First, soak your noodles. Bring a saucepan of water to the boil, then take it off the heat. Add the noodles and leave to soak, completely submerged, for 4-7 minutes, until they go from translucent to white. You want them to be pliable, but not soft. Tip the noodles into a colander and rinse under cold running water until they are cool – this removes excess starch. Drain thoroughly and set aside.
Whisk together the chickpea flour, black salt and ½ cup (125 ml) water until no lumps remain. Pour a little oil into a wok or a deep non-stick frying pan over medium-high heat and pour in the batter. Leave to set for about 2 minutes, then use a spatula to stir and scramble. Keep cooking until the batter starts to stick together, about 5-6 minutes.
Break up any large clumps as best you can, so it resembles scrambled eggs, then remove from the wok and set aside, breaking up into smaller clumps if necessary.
Whisk together the tamarind, soy sauce, sugar, lime juice and Sriracha sauce to make your Pad Thai sauce.
Wipe out the wok, then set over medium heat, pour in the rest of the oil and fry the garlic and shallots until fragrant and the shallots have softened, about 4-5 minutes. Add the shredded vegetables, Pad Thai sauce and tofu, then stir to combine. Add the noodles and stir to coat well; if they still seem too crunchy, add about ¼ cup (60 ml) water to steam and soften them further. Toss and fry everything for 3-4 minutes until the noodles are soft but chewy, and the vegetables are tender. Garnish with peanuts, lime wedges, a handful of beansprouts and some chopped coriander.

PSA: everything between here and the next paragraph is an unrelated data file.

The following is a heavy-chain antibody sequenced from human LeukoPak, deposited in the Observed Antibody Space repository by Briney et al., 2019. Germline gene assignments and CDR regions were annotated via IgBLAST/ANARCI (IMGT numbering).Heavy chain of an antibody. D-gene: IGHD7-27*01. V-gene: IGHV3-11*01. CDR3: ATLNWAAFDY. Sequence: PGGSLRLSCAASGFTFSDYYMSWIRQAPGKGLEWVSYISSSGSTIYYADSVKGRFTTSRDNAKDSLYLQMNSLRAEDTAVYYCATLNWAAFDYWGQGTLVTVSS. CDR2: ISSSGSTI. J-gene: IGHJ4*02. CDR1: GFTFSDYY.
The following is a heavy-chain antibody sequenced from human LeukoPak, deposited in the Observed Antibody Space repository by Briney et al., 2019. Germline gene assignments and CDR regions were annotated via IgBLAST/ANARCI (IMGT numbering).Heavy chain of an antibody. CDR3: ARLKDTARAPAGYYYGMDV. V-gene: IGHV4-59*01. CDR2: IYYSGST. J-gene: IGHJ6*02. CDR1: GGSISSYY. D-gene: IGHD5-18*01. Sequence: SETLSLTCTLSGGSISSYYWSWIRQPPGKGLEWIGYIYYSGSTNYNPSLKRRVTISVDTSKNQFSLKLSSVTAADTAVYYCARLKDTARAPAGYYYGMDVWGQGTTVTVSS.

Note: If you have more time, prepare the noodles beforehand the way the Thais do: soak them in cold water for 40-60 minutes until they turn white, and are soft and pliable but still slightly crunchy. Drain well. You can either cook the noodles immediately or store them in a sealed plastic bag in the fridge for up to 2 days.
Tip for pressing tofu: Wrap your block of tofu in a clean, lint-free tea towel and place a chopping board on top of it. Weigh the board down with something heavy, like a big tin of beans, to apply pressure to it. Leave for at least 30 minutes, to press out as much liquid as possible.
Tip for gluten-free version: Use tamari instead of soy sauce.